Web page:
When your home is spotted by a location scout – like the home chosen for Oscar-winning ‘La La Land’, your bricks and mortar can become a star in their own right.
Fade in: Interior of a mid-century modern house in Los Angeles, summer 2015. Damien Chazelle, writer-director of the Oscar-winning Whiplash, meets Adene Lacy, owner of the house, to approve its use as a location in his latest project, a valentine to the movie musicals of yesteryear. Fast-forward one-and-a-half years to today. Chazelle’s La La Land could win as many as 14 Academy Awards on February 26, equalling the record for most nominations for a film. And Lacy has a nice chunk of change and the satisfaction of seeing her property in a hit movie.
Mia, played by Emma Stone, centre, attends a casual pool party in a scene from La La Land that was filmed in the backyard, below, of Adene Lacy and her husband, Rob. La La Land photos by Dale Robinette / Lionsgate
For the scene, the filmmakers sought a mid-century modern house with a pool in a lush setting. Cast Locations photos by Kevin Taylor
The role of a lifetime
La La Land was the first appearance in a feature-length film by the Lacy home. The movie chronicling the romance between aspiring actress Mia (played by Emma Stone) and struggling jazz purist and pianist Sebastian (Ryan Gosling) counts eight private residences among 48 locations used over 42 days of shooting, location manager Robert Foulkes says. They were the interior and exterior of Mia’s apartment, the settings of two pool parties, Sebastian’s first and second apartments, Mia’s childhood home and ‘the flashback house to what might have been,’ he says.
‘Clean lines, glass and mid-century modern design with a David Hockney-esque pool were desired for the ’80s party scene,’ says Foulkes, referring to the Lacy homes big-screen moment. ‘That style and era are featured in so much iconic residential Los Angeles imagery that we wanted to get that feel into the movie.’
In the scene, Mia is surprised to run into Sebastian at a backyard pool party. In two previous encounters, he’d brushed her off. This time, though, he’s the hired help, dressed in a rad get-up and backing an ’80s rock cover band. Sensing her chance to give him his comeuppance, Mia requests A Flock of Seagulls’ I Ran, and a humiliated Sebastian winces through the pop song on his keytar as she gleefully lip-syncs and bops along.
The filmmakers wanted ‘a pool for a party scene – something with a lot of flora,’ says Cast Locations manager David Hatfield, who represents the Lacy home. ‘A big part of it also had to do with it being possible to film at night, access for trucks and equipment, and so on. The house is in the San Fernando Valley but feels like a Hollywood Hills house. The Hollywood Hills are much tougher for nights and access.’
In fact, though the movie’s opening musical number involved shutting down a ramp connecting two LA freeways for two days, that shoot was very contained, Foulkes says. ‘Shoots that take place in residential neighbourhoods are sometimes the most challenging in that you have surrounding residents that need to be included and handled properly on an ongoing basis,’ from planning through shooting, he says.
‘We also knew that we were going to choose a more high-tech, contemporary-modern house for the opening schmooze-fest party, so this would mix up the styles a bit,’ Foulkes says. ‘In a similar way, the classic Old Hollywood, Spanish courtyard of Mia’s apartment contrasts with the small, boxy Valley apartments for Sebastian.’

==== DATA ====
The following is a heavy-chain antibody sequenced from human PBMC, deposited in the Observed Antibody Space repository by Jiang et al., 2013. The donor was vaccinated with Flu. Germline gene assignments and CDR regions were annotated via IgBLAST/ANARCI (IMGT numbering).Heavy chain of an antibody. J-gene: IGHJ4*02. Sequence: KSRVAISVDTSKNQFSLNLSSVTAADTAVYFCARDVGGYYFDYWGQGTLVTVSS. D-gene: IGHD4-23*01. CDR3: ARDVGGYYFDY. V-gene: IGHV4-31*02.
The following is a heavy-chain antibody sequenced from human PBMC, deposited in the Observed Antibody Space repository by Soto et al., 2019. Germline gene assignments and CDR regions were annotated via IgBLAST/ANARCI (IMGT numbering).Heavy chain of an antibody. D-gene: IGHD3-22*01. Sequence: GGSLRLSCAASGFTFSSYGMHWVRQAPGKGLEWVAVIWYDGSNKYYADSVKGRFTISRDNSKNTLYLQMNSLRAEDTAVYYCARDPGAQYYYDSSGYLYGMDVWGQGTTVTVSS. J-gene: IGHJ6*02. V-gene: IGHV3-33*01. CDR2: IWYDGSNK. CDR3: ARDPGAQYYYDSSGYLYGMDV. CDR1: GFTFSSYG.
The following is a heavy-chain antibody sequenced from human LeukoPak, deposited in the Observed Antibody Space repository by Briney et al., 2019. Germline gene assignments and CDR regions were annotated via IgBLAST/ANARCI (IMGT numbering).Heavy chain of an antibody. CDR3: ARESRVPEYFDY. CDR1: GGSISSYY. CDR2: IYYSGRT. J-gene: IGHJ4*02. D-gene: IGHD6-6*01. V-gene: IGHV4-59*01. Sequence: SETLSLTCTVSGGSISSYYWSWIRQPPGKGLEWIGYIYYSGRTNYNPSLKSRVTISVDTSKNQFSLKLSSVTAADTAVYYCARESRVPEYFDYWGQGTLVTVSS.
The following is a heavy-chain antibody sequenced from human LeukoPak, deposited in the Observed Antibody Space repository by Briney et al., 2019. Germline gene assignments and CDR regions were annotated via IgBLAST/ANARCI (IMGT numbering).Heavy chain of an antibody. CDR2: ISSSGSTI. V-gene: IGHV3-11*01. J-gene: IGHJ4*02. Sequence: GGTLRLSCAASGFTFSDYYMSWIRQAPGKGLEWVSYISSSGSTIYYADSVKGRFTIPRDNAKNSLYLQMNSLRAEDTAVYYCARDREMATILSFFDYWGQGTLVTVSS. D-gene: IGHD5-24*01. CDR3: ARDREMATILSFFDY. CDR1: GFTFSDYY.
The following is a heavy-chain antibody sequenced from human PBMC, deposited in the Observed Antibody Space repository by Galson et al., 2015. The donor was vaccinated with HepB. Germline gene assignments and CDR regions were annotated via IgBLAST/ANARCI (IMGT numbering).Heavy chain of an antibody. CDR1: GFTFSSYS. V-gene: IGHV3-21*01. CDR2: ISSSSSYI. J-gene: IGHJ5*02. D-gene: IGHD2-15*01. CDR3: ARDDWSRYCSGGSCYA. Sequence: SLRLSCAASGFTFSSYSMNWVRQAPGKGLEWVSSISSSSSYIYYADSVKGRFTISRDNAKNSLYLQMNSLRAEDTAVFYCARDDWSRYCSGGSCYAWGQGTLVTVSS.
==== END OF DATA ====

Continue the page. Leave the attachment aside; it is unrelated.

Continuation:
Those locations were transformed for the movie by the production designer and set decorator. ‘We had two of the best on La La, the husband-and-wife team of David and Sandy Wasco,’ he says.
Sebastian, played by Ryan Gosling, left, and his band mates perform just outside the Lacys’ bedroom, at right in photo below.
What winds up on screen isn’t always the most flattering portrait of the location, Hatfield says. Sometimes location managers ‘need a house that looks like a porn house, a crack house. This can be a difficult conversation, but I think homeowners have to know.’
‘In most things, we do recognise our house,’ says Adene Lacy, who has owned it with her husband, Rob, for a dozen years and who happens to be in the movie industry herself – not on the artistic side, she points out, but rather on the accounting side, as chief financial officer for Vendome Pictures. ‘We knew they were using the pool area. The band was by the pool equipment, adjacent to the master bedroom. They built a platform for the band and moved patio furniture out of the way. They removed all our stuff, and artwork because it’s not licensed, and put it in the garage.’
‘I love our home, but I don’t think it’s anything special,’ Lacy says. ‘We have a big, open space. You can see the inside from the outside. They can figure out what they want with a clean palette. When you walk in the front door, you can see 99 per cent of our house.’
‘For the most part, directors, designers and cinematographers love open floor plans, where you have ease of movement around a homes interior, and which can lend itself to nice depth of focus and various angles through doorways,’ Foulkes agrees. ‘Unless, of course, a more claustrophobic feel is called for.’
The Lacys spent two nights in a hotel at the production company’s expense while the filmmakers prepped, shot and wrapped the scene over five days. Aside from meeting Chazelle during the scouting process, they didn’t meet any of the cast.
Staying away was wise, Hatfield says. ‘You have to let go a little bit. They come in with 50 to 100 people and invade the property. It’s like a circus.’
As for the movie, ‘I really liked it,’ Lacy says. ‘It was very different and a little surprising how well it has done. I never thought that musicals were going to come back.’